Our daughter’s birth was over nine years ago so everything about that experience is blurred by time – and the absolute fatigue of being a new parent. However, to complete my doula certification, I must write a reflective essay on my child’s birth or my postpartum experience. If I hadn’t journaled about the experience nine years ago, it would now be a shadow of a couple memories that were particularly difficult.
This morning, from my daughter’s box of keepsakes, I pulled two leather bound journals filled with pages of memories. I hadn’t read them in years and never before with the intention of reflection. My words are raw, but in the style of a journalistic account of the event. Entry after entry, for weeks, I documented feelings of total inadequacy, “Watching you sleep as I went through paperwork and suddenly started crying – felt scared and insecure about my ability to care for you. So small and dependent.” Then, with no examination of my feelings or what I might do to feel more secure, I moved on to how many hours of sleep I got the night before and that I was glad her dad had insisted I sleep between daytime feedings.
Maybe there was nothing to examine. Maybe, at the time, I just needed to put ink to my emotions so they were validated to me. However, in the long run, personal validation doesn’t give closure to the feelings that I was alone and felt that no one had shared my experience. I documented waves of tears, being generally overwhelmed, and missing her dad even though we were in the same house for days, and feeling totally incapable of being a parent. Then there are the entries documenting the love – the inexplicable amount of love I had for my baby. It’s been over nine years and reading about those days sends me back to tears in an instant.
Looking back, I know we really needed more support, but at the time it didn’t seem necessary. People had been having babies, well, since the dawn of humanity. We were smart and self-reliant. Why would we need help? We had each other. What a lovely, apple pie in the sky, white picket fence, daydream that was – with a foundation based in a total lack of experience. Now, I see who I was, what I went through in those days, and know I survived to become stronger as a person and a damn good mama. I hug the me that was so fragile and scared those nine years ago. I tell her she’s going to survive that time and so much more. With the crystal ball of hindsight, I think how things might have been different if we’d had more emotional support. Maybe we could have averted divorce if we’d had someone to guide us and encourage us to take time for ourselves. Maybe having someone to encourage us to talk about our fears would have prevented us from isolating each other. Maybe instead of writing it down in my journal, and stashing the book away til the next entry, I could have told her dad I was thankful he insisted I try to sleep between feedings. Maybe, so many maybes. All the what ifs pour into my mind. But we didn’t have a support person to turn to – family is often too close to you to ask the hard questions and we were the first of our friends to have a child – so we fought through the fog and we managed to keep our baby alive and healthy.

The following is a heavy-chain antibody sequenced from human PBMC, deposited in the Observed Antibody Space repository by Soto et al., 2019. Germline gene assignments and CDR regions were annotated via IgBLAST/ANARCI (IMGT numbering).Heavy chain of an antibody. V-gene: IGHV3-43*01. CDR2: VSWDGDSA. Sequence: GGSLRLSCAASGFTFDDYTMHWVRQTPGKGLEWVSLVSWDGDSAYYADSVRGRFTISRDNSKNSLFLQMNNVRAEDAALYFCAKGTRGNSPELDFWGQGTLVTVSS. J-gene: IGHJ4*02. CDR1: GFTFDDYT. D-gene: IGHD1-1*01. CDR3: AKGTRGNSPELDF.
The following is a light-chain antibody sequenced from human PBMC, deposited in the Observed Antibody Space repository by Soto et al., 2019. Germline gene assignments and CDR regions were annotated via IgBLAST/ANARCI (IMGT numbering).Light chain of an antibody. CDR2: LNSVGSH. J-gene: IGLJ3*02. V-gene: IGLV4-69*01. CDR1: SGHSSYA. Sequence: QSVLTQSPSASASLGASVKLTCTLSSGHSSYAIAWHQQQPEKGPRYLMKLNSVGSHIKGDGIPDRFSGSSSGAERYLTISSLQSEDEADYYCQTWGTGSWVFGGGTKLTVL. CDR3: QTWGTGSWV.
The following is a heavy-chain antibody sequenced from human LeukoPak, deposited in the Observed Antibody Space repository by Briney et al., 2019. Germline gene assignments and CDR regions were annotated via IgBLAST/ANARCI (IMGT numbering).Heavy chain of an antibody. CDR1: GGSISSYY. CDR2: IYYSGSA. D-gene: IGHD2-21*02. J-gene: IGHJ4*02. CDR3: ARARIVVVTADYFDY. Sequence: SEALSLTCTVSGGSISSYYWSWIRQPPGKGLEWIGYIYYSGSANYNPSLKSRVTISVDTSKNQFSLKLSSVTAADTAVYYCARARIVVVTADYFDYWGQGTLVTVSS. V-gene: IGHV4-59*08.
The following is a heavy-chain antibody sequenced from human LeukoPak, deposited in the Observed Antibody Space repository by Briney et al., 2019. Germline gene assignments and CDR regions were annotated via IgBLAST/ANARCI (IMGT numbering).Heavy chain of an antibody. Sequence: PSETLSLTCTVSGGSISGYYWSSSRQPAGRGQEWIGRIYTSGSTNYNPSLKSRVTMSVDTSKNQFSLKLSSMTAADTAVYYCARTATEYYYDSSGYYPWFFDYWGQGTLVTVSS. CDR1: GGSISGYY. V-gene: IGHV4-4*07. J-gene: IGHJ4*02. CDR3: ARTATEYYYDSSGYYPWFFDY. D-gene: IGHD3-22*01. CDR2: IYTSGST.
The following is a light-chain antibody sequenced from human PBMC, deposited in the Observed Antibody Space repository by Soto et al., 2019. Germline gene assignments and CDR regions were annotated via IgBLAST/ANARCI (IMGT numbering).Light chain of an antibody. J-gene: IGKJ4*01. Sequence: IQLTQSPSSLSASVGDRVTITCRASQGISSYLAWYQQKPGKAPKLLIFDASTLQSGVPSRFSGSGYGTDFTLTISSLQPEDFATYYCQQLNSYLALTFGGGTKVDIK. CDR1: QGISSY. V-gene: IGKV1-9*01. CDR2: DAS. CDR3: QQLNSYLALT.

I am so blessed that I’ve been called to help families through their transition of welcoming a new life, their new identities as parents, stress of losing freedoms, and the overwhelming emotions of parenting. I pray to every deity, and ask my own intuition, for the ability to listen and guide and empower families to be the best version of their story. Parenting. Marriage. Partnerships. Identities. Life. It’s all so hard, so hard, but can be so very good.